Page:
Great Plains Studies, Center for


Date of this Version

Fall 2009


Published in Great Plains Research 19.2 (Fall 2009): 250.


Copyright 2009 Center for Great Plains Studies, University of Nebraska-Lincoln. Used by permission.


Deborah Rosen details the historical relationship between states and their American Indian populations. She argues that while states set aside some racist understandings in order to admit Indians into the state populace through voting rights and state citizenship, they also used these same instruments as methods of assimilation to limit tribal sovereignty and citizenship and to take tribal lands.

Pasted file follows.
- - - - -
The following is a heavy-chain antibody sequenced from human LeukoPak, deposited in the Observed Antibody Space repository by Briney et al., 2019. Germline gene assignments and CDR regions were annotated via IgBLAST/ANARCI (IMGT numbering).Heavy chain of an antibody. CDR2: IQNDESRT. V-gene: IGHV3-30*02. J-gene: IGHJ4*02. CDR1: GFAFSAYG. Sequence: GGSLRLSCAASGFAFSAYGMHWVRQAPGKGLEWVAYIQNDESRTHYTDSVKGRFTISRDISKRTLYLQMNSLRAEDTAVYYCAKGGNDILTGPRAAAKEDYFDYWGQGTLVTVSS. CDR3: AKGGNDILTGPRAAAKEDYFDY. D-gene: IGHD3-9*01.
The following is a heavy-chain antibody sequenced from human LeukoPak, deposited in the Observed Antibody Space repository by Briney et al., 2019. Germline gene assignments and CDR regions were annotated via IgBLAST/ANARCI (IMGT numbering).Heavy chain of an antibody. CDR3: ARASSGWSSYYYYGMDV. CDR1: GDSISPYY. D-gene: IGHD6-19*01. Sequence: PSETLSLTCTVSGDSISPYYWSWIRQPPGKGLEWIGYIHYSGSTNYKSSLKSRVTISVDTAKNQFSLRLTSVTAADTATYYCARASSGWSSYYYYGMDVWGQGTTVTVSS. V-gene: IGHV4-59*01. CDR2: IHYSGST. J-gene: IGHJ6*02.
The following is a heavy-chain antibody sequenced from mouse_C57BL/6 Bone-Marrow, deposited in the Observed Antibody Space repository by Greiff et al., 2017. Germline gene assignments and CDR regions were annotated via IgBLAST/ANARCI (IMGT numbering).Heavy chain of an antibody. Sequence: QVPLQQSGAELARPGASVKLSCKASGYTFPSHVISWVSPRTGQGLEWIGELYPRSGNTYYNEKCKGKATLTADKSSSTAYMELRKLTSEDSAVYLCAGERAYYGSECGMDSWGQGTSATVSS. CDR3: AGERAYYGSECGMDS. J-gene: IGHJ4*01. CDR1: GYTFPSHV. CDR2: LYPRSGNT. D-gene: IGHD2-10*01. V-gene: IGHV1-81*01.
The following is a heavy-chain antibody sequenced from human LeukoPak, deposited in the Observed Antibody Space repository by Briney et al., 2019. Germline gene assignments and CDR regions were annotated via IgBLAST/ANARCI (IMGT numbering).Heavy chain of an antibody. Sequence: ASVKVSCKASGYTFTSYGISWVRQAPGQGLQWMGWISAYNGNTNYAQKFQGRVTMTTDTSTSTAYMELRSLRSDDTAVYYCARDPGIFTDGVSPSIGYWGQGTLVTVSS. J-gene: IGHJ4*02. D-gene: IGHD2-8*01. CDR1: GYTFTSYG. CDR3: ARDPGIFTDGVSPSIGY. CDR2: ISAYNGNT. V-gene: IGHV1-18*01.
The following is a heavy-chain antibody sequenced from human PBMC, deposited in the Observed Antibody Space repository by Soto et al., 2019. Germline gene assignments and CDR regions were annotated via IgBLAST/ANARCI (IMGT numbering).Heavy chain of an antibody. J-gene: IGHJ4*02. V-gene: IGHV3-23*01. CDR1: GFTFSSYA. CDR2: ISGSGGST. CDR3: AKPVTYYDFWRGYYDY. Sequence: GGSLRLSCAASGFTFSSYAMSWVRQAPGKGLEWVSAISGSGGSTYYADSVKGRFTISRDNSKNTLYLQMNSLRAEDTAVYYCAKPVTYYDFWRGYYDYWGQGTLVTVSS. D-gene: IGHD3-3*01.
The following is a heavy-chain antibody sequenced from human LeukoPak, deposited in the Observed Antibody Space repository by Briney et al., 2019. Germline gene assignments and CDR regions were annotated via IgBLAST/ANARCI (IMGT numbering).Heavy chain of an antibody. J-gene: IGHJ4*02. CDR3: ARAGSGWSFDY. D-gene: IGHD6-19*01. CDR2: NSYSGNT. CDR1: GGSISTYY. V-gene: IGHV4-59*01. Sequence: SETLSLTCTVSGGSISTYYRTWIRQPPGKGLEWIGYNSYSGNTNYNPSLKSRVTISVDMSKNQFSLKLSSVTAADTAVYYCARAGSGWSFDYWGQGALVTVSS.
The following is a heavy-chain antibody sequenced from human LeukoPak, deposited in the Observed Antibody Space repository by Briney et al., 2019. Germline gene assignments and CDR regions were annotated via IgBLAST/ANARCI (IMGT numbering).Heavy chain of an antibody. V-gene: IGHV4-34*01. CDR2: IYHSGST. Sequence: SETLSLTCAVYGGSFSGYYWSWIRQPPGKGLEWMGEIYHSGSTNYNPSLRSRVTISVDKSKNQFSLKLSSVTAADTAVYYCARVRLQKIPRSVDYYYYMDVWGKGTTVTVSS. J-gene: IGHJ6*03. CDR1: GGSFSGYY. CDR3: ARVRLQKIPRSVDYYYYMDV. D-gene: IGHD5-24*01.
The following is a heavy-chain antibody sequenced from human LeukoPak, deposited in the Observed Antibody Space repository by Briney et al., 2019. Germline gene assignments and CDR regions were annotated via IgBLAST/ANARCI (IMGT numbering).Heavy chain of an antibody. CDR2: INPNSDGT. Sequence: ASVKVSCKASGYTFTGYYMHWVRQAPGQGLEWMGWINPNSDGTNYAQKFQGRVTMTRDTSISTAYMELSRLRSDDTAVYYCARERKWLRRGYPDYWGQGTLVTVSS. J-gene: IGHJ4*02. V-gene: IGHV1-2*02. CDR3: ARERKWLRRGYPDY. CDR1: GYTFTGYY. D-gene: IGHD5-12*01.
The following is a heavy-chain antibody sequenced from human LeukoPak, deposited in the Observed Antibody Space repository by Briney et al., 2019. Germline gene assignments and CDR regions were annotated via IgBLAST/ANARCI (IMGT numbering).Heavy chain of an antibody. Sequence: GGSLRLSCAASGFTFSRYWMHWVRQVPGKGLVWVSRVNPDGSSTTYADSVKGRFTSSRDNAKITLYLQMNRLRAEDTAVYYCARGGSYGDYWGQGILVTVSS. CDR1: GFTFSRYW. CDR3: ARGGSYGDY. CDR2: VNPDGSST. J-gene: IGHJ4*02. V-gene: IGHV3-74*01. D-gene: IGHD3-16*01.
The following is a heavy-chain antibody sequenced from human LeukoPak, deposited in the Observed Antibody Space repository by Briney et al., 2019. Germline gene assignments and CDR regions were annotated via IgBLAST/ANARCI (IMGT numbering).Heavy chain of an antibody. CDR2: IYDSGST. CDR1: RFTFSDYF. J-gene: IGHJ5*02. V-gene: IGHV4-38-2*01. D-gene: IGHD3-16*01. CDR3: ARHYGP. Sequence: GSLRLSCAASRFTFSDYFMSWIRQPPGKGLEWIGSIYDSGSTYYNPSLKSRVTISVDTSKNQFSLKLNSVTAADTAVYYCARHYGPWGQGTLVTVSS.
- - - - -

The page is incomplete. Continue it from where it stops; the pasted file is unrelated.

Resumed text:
While there was no question the federal government reserved the right to deal with tribal nations through both the Indian Commerce Clause and the Non Intercourse Acts, states still found some room to determine the political status of individual Indians. Because of the federal government’s focus on the reservation system, which attempted to separate tribes from non-Indians, Indians who did not live on a reservation, or who were not citizens of a treaty tribe occupied an ambiguous legal identity for states. States sometimes used that ambiguity to exercise state jurisdiction and control over them.